Targeted capital allocations are becoming standard in new LLC or partnership operating agreements. Historically, operating agreements typically provided for income/loss allocations to the partners based on the safe harbor provided under IRC Regulation 1.704-1(b)(2). This was more of a “cash follows tax” approach, in which the operating agreement provided a calculation for the allocation of taxable income/loss and distributions were then made based on the balance of the each partner’s capital account. The Regulation provides a safe harbor for economic effect if:
1. Capital accounts of the partners are maintained under 704(b);
2. Upon liquidation of the partnership, liquidating distributions are to be made in accordance with positive capital account balances; and
3. If such partner has a deficit balance in his/her capital account following the liquidation of his/her interest in the partnership, he/she is unconditionally obligated to restore the amount of such deficit balance or the agreement provides for a “qualified income offset.”
Conversely, the targeted capital allocation language we are seeing more frequently in partnership agreements is more of a “tax follows cash” approach. With this method, the partnership makes distributions based up on the liquidation provisions of the operating agreement (usually referred to as the “waterfall”). Taxable income/loss is allocated so that, after the income/loss allocation has been made, the balance in each partner’s capital account shall, to the extent that is possible, be equal to an amount that would be distributed to the partner based on a hypothetical liquidation of the partnership. Distributions are made based on the waterfall calculation.
Note that the term “capital account” referred to in the operating agreement means the capital accounts under IRC Section 704(b) and are referred to as the “book” capital accounts. This is a fair market value concept and should not be confused with the books as maintained by the business that may or may not be on a GAAP basis. Tax capital accounts can be different than “book” capital accounts. The intention of the targeted capital allocations is that each partner’s book capital account reflects the amount that partner would receive upon liquidation of the partnership. The book capital account often does not reflect this though, because income/loss does not always reflect the appreciation/depreciation of the entity’s value.
There can also be an ongoing difference between book and tax capital accounts. These differences can be caused by a difference in the basis of the assets that were contributed to the partnership. For book purposes, assets are accounted for and depreciated based on the fair market value on the contribution date; for tax purposes, assets are based on a carryover basis concept. Or it could be that the assets of the partnership were booked up or down as a result of a revaluation event, e.g., a new partner was admitted to the partnership. There are many reasons that book and tax income/loss amounts and book and tax capital accounts may differ. Because of these differences, the allocations of both book and taxable income need to be reviewed annually, and a standard formula will not work under the targeted capital allocations approach.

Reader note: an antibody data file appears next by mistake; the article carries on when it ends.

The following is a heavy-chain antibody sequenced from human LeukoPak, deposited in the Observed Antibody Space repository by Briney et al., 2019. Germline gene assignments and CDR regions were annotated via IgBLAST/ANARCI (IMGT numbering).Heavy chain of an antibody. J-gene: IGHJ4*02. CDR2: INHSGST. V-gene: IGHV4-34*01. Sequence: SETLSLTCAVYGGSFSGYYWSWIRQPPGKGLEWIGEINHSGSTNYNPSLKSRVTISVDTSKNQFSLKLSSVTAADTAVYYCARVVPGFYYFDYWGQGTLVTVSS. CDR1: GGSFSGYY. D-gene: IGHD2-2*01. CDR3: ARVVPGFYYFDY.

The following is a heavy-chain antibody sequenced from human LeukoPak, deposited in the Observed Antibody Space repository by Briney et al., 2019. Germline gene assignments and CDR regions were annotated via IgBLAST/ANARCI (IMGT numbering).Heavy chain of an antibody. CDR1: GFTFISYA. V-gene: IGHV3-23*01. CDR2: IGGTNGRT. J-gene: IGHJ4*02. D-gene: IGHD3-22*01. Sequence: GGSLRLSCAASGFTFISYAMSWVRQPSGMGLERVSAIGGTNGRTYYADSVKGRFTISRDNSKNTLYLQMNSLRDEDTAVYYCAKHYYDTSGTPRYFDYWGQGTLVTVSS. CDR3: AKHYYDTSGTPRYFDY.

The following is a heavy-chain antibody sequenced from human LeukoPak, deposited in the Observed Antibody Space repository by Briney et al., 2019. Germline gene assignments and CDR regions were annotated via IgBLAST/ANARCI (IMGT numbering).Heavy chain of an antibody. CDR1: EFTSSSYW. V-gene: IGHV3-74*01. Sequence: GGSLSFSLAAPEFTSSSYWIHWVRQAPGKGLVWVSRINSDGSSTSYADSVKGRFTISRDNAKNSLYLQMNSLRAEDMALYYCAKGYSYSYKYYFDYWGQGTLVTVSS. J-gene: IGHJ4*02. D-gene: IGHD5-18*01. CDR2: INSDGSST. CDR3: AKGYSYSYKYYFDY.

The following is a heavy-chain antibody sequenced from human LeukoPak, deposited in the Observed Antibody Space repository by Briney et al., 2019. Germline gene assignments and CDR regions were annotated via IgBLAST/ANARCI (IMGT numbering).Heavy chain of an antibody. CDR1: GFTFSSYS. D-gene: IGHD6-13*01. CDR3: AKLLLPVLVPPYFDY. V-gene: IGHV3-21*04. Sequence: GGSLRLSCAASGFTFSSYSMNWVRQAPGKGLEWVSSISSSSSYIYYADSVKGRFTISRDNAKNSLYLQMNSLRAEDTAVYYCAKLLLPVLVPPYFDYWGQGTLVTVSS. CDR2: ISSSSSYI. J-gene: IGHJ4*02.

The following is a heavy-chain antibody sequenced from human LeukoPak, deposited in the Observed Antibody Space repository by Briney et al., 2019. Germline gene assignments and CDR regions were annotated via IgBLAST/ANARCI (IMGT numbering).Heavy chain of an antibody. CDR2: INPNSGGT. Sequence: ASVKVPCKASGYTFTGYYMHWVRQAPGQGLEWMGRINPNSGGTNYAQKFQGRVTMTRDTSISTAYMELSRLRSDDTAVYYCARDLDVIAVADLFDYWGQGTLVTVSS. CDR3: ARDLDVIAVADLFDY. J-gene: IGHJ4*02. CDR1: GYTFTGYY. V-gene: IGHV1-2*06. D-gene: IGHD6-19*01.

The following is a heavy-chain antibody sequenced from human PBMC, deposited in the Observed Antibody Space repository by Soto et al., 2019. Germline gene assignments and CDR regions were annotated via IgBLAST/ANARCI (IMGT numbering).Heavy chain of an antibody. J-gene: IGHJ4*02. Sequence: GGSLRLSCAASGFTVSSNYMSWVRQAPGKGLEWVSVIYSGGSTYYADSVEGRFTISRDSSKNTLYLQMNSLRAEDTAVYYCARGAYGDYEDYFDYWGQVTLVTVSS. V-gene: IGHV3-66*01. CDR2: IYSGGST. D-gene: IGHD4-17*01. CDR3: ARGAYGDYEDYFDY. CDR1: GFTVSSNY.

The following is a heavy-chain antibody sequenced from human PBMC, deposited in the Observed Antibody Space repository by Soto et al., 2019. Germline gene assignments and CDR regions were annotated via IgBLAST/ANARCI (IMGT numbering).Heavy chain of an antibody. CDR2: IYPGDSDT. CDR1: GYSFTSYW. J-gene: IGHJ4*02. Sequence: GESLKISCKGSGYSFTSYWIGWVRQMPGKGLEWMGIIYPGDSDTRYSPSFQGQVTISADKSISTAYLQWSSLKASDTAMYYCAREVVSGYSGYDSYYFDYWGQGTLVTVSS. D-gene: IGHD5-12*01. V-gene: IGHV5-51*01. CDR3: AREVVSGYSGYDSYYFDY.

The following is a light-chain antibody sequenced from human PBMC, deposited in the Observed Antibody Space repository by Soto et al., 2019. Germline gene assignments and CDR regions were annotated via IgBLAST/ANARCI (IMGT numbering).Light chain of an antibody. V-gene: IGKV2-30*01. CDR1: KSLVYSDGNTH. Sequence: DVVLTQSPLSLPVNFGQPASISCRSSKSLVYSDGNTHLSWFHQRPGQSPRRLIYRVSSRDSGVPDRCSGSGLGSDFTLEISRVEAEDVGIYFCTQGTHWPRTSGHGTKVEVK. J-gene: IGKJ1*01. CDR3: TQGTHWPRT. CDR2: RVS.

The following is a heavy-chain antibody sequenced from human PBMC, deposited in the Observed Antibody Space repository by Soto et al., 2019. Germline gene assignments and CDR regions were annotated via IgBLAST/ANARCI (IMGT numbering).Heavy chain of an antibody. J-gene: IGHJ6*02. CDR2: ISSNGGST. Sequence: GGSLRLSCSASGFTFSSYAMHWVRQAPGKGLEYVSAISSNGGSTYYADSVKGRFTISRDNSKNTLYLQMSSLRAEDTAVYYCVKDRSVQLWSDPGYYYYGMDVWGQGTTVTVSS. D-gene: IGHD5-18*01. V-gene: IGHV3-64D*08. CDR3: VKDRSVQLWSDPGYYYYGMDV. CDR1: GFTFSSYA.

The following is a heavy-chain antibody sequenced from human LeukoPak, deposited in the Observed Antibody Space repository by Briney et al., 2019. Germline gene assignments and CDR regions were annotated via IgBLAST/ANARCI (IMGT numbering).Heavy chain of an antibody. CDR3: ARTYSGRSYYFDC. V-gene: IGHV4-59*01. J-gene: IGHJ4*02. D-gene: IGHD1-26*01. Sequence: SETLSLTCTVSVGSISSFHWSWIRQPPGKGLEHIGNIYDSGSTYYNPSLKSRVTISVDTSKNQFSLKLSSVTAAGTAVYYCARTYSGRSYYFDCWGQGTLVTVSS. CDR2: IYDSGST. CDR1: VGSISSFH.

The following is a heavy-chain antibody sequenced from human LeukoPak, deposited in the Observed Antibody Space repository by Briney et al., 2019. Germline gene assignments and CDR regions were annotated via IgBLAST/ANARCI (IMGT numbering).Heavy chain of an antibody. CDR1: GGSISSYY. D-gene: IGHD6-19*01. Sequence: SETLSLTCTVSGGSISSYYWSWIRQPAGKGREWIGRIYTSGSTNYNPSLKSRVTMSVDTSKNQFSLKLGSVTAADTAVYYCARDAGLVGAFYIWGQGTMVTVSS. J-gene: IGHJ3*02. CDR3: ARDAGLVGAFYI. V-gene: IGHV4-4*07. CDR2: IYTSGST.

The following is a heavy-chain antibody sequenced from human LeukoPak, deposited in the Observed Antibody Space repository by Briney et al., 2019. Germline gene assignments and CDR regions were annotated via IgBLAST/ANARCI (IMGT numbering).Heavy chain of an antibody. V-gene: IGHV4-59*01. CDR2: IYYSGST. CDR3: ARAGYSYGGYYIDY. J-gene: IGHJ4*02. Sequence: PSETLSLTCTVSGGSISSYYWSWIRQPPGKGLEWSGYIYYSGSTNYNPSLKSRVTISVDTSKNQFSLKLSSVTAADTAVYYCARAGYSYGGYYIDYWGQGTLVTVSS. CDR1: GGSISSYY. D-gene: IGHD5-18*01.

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The intent of targeted capital allocations is to allocate income/loss that reflects the economic arrangements among the partners. What does this really mean for a partnership? How do taxable income and losses get allocated? It depends on a multitude of factors, including:
- The waterfall distribution calculation, i.e., is it pro rata? Are there preferred returns to preferred members? How is capital returned and in which order?;
- Whether the taxable loss is reflective of an economic loss;
- Whether the taxable income is reflective of an economic gain;
- The historic allocations of income and loss;
- Whether there are any special allocations required under IRC Section 704(c); and
- Whether “book” and tax both reflect a loss or income, i.e., there is “book” income but a tax loss.
We often find in working with LLCs and partnerships that the economic arrangement or value of the entity is different than the taxable income/loss calculation. For example, the entity may reflect a taxable loss for the year, possibly as a result of depreciation expense and/or interest expense, but the value of the entity is actually increasing — which can be supported by a cash flow analysis or an event that books up the capital accounts, such as admission of new units that determines value. When this happens, it is important to note that the targeted capital allocations can produce a counterintuitive allocation, so should be reviewed carefully each year.
There is no template or formula that can be applied in each and every case, so keeping your tax team involved from day one is truly critical.
Contact Kim Palmer at firstname.lastname@example.org or a member of your service team to discuss this topic further.
Cohen & Company is not rendering legal, accounting or other professional advice. Any action taken based on information in this blog should be taken only after a detailed review of the specific facts and circumstances.